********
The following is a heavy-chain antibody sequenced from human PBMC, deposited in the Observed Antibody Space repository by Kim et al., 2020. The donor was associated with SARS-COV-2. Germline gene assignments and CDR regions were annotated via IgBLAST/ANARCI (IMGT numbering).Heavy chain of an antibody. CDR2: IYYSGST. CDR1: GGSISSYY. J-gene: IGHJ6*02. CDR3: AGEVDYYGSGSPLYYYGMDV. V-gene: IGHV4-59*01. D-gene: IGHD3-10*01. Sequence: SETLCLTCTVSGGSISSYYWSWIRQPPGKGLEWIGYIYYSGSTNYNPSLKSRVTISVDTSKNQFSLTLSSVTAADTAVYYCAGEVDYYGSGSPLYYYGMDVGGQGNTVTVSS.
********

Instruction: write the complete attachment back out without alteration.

The following is a heavy-chain antibody sequenced from human PBMC, deposited in the Observed Antibody Space repository by Kim et al., 2020. The donor was associated with SARS-COV-2. Germline gene assignments and CDR regions were annotated via IgBLAST/ANARCI (IMGT numbering).Heavy chain of an antibody. CDR2: IYYSGST. CDR1: GGSISSYY. J-gene: IGHJ6*02. CDR3: AGEVDYYGSGSPLYYYGMDV. V-gene: IGHV4-59*01. D-gene: IGHD3-10*01. Sequence: SETLCLTCTVSGGSISSYYWSWIRQPPGKGLEWIGYIYYSGSTNYNPSLKSRVTISVDTSKNQFSLTLSSVTAADTAVYYCAGEVDYYGSGSPLYYYGMDVGGQGNTVTVSS.